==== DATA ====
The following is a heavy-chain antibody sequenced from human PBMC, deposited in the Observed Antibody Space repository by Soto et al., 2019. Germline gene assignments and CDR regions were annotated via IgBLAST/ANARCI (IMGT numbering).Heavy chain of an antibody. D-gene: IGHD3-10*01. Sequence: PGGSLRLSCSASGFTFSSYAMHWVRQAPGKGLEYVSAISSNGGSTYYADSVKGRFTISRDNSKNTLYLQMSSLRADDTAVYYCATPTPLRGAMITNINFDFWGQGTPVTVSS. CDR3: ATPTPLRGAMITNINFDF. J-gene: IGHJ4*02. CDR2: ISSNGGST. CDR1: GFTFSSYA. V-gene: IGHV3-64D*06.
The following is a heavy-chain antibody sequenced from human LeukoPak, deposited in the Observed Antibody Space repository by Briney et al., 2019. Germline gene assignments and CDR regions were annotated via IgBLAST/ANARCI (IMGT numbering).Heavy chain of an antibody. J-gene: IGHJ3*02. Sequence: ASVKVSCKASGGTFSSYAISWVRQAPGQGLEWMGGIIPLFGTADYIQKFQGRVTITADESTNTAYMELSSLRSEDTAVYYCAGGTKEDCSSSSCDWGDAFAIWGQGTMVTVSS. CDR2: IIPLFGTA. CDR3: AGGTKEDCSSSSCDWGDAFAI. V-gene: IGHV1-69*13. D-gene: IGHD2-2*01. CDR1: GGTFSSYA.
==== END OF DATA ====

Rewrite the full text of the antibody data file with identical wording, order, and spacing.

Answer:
The following is a heavy-chain antibody sequenced from human PBMC, deposited in the Observed Antibody Space repository by Soto et al., 2019. Germline gene assignments and CDR regions were annotated via IgBLAST/ANARCI (IMGT numbering).Heavy chain of an antibody. D-gene: IGHD3-10*01. Sequence: PGGSLRLSCSASGFTFSSYAMHWVRQAPGKGLEYVSAISSNGGSTYYADSVKGRFTISRDNSKNTLYLQMSSLRADDTAVYYCATPTPLRGAMITNINFDFWGQGTPVTVSS. CDR3: ATPTPLRGAMITNINFDF. J-gene: IGHJ4*02. CDR2: ISSNGGST. CDR1: GFTFSSYA. V-gene: IGHV3-64D*06.
The following is a heavy-chain antibody sequenced from human LeukoPak, deposited in the Observed Antibody Space repository by Briney et al., 2019. Germline gene assignments and CDR regions were annotated via IgBLAST/ANARCI (IMGT numbering).Heavy chain of an antibody. J-gene: IGHJ3*02. Sequence: ASVKVSCKASGGTFSSYAISWVRQAPGQGLEWMGGIIPLFGTADYIQKFQGRVTITADESTNTAYMELSSLRSEDTAVYYCAGGTKEDCSSSSCDWGDAFAIWGQGTMVTVSS. CDR2: IIPLFGTA. CDR3: AGGTKEDCSSSSCDWGDAFAI. V-gene: IGHV1-69*13. D-gene: IGHD2-2*01. CDR1: GGTFSSYA.